“Ask the Pros” was fun. It was six authors shooting the breeze. Drew Friedman gained a nickname — “Fingerless Friedman.” The situation was this. Drew was toying around with a DVD player, and he’d ejected the tray. He stuck his finger through the cutout, then closed the tray, pulling out his finger before the tray snapped shut. “You’ll lose a finger like that,” I said, which prompted Peter David to call him “Fingerless Friedman.” This then led to a Dick Tracy riff on Peter’s part, and Drew fled the room.

After that, things were winding down.

I ran into De Baisch in the hall, and we talked for forty minutes easily.

I also ran into Marina Sirtis three times in the hallway. By the third time she may well have thought I was some crazed stalker fan, when in reality she was just in my way and I in hers. I finally just said, “This is too weird.”

I had planned upon catching the Torchwood vs. The Sarah Jane Adventures panel Sunday at four. I even went so far as to sit down. But it was done by the same panelists as the previous day’s Doctor Who panel, and I’m not that much of a masochist. When one panelist says, “I’ve not seen Sarah Jane,” you know immediately that nothing good can come of this.

Shore Leave had a table set up, to encourage people to register. They had an over-sized poster, too, and there, on the poster, was my name as one of the guests! Happy happy I was at seeing that.

And that brought Farpoint to its end, at least for me. 🙂

2 thoughts on “On the Farpoint Experience

  1. Evidently, the Hall brothers have some kind of odd sway with the programming committee and thus, tend to dominate the panel track. The unfortunate result of this is that people who do have a reasonable level of expertise are often shut out of panels that could benefit from them.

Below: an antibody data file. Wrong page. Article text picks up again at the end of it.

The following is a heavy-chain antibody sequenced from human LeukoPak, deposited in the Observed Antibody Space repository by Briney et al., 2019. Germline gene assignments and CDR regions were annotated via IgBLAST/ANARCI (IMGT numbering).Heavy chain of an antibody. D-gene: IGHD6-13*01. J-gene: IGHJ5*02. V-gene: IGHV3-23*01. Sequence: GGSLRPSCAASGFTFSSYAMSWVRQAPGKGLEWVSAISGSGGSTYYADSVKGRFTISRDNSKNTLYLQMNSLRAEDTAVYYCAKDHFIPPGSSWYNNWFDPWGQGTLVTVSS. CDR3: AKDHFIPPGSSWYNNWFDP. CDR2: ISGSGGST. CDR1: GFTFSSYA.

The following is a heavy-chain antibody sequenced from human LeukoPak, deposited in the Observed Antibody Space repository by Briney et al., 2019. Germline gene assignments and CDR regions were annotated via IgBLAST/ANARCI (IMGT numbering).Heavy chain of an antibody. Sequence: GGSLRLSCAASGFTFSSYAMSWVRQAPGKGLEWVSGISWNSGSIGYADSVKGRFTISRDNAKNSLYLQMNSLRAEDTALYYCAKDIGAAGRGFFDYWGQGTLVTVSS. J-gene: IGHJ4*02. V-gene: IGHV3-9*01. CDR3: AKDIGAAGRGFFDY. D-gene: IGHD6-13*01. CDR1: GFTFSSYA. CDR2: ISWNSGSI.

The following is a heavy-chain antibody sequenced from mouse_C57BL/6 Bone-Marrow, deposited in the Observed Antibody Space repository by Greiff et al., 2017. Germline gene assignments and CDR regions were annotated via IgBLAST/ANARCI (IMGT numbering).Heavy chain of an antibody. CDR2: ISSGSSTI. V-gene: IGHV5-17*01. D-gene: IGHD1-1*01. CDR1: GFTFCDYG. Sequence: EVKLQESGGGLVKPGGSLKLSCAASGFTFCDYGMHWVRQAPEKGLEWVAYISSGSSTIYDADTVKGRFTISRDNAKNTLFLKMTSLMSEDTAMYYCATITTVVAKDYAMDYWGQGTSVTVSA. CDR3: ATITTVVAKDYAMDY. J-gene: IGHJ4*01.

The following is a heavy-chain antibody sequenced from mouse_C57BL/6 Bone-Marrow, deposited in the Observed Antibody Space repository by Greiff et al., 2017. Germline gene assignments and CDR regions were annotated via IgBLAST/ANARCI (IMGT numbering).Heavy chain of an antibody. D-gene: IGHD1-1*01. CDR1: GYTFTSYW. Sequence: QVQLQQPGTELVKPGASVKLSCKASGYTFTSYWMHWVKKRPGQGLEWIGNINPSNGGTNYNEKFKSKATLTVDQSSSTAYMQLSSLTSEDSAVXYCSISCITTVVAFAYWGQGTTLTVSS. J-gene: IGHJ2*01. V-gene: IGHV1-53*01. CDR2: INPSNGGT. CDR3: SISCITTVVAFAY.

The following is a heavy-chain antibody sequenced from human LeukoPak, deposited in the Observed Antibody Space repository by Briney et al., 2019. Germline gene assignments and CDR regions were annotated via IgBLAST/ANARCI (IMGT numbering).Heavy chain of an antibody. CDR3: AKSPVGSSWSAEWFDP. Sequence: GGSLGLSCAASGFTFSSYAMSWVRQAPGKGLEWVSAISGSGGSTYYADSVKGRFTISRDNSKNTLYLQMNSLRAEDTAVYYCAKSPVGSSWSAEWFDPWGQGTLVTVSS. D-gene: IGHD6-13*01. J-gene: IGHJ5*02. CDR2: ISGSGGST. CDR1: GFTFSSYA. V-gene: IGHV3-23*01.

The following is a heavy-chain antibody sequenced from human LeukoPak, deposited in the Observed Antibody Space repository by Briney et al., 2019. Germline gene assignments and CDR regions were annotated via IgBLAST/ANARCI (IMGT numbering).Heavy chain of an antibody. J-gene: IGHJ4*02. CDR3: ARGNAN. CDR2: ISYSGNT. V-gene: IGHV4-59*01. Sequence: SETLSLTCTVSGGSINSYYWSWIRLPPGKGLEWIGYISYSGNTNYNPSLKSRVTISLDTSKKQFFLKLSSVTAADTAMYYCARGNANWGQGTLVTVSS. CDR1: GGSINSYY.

Case in point, a couple of my cohorts in Luna-C requested to be added to the Doctor Who panels and were never contacted. These are people who literally set their clocks to start their torrents and will have the latest episode watched at least twice within 24 hours.

    In any case, the clusterf— you described could have easily been avoided with a modicum of preparation. I never come to a panel unprepared and will easily spend a day or two coming up with talking points, my thoughts on those talking points, and sometimes visual aids like video clips or slides. Way too often, panelists think they can just show up and wing it. Some panels work well that way (the author panels for instance), but others don’t work nearly as well off-the-cuff as you experienced.

  2. I won’t say I went into the Moonlight panel with any sort of preparation; as a woman in the audience noted, it’s almost embarassing to admit that we watch this show. So there we were, three panelists, all winging it. 🙂

    That one came off pretty well, I think.

    I think the programming problems come down to the local fanclub. It’s the same clique doing the same sorts of panels at these two cons. Maybe they are the local fanclub, and maybe they do really love the shows, but that’s no excuse for unengaging speakers. Maybe it’s not as noticeable at Shore Leave, because there’s more to do at Shore Leave. Yet, poorly run panels aren’t going to attract an audience, and may well drive the audience away. Cons want people to attend, but if the people entertaining the attendees aren’t entertaining, then what’s the point of doing panels? What’s the point of doing the con?

    I loved the idea of Farpoint’s comics track this year, even though the programming for it was pretty barebones. If it’s around next year, I’ll lobby to get some panel time on that track.

    I’m jotting down ideas for Shore Leave.